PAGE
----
Creaturiste's Laboratory

Techniques, works in progress, and everything that doesn't fit in the portfolio. Comments and questions are encouraged, custom orders are welcome!

Friday, June 24, 2011

Ambidextrous mouthplate

Hello all.
Over the years, the frequency of puppets requiring mouth plates has increased in my production. I've been trying different types of mouthplate materials, and I really like one material above all else for a hinge material: nylon webbing (backpack straps). This article shows what I do with it, to make a mouth plate.

The design is symmetrical, and can be worn on the left or right hand. Very comfortable, if glued well-aligned with the mouth. The center zigzag stitch separates the hand grips in half. This piece was a test, and was removed because I messed up the alignment in the puppet, and the side stitches flaring out were not easily flattened down. Look below fore a better version of stitching the sides. This one is not made of nylon webbing, but it is a similar looking product, I think it's a natural fiber.

Pros: very strong, one piece, won't un-glue itself.
Cons: only works for lightweight puppets that don't require a finger grip (like a half ball).
Be careful to give enough space for fatter fingers than your customer's, just in case.

I started using this marvel stuff years ago, after having problems with a leather mouthplate stretching out of shape and ungluing itself because of extreme moisture in the air. Nylon webbing doesn't seem to stretch at all, won't rot, and doesn't seem to get brittle. It accepts hot glue wonderfully, but it drinks in contact cement a bit between its weaves, so we need to use several applications before proper surface contact is achieved. The contact cement stiffens the hinge area, so don't put any where it will bend.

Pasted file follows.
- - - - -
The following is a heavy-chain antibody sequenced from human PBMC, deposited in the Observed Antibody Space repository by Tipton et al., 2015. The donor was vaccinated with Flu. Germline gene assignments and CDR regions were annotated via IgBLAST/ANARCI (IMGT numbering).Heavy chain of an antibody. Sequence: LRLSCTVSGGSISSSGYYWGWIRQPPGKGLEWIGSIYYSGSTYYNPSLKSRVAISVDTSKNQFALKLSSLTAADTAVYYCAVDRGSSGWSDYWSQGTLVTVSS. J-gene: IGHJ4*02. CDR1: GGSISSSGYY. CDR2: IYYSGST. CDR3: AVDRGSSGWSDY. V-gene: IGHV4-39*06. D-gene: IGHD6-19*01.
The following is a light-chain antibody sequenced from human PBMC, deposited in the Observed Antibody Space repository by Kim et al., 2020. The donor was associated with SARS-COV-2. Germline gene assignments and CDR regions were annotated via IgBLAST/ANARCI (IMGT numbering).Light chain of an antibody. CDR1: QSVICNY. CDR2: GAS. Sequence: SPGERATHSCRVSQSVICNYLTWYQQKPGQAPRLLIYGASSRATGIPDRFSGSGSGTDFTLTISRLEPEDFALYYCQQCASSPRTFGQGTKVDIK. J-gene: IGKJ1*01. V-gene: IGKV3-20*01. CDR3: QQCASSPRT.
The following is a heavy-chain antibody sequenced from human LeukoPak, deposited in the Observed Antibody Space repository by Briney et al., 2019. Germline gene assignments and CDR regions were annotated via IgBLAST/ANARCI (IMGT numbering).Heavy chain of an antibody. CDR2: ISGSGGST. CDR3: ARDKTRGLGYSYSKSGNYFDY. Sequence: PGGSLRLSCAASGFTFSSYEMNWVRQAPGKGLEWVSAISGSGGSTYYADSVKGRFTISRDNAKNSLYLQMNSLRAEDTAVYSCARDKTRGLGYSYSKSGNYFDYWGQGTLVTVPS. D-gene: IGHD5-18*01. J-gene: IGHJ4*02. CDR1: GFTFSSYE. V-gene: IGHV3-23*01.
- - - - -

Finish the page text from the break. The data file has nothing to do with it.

More often than not, I can't find the webbing in a wide enough variety, so I use two or more next to each other, to create the proper hinge width. I nowadays zig-zag stitch them flat next to each other, using the sewing machine. I picked up that trick from a customer who is very good at sewing, when she learned that I was going to have to use the narrower webbing for some puppets I was making for her. Been zigzagging it ever since! Once stitched, the hinge is measured within the head, marked, and trimmed. The perimeter is zigzag stitched twice to prevent unraveling. Might not be necessary, with the contact cement later, but I prefer to play it safe.

The webbing can be somehow uncomfortable at the edges, so once installed in the mouth, covering with a soft but durable fabric will increase comfort and durability. Sometimes the design requires finger tubes, so I make these out of the same nylon webbing, but make sure to machine stitch it flat, then loop the lengths on both side up and hand-stitch them together once I have the required fit. Be careful not to stitch too thickly where the webbings link with each other, or you'll have an uncomfortable bump.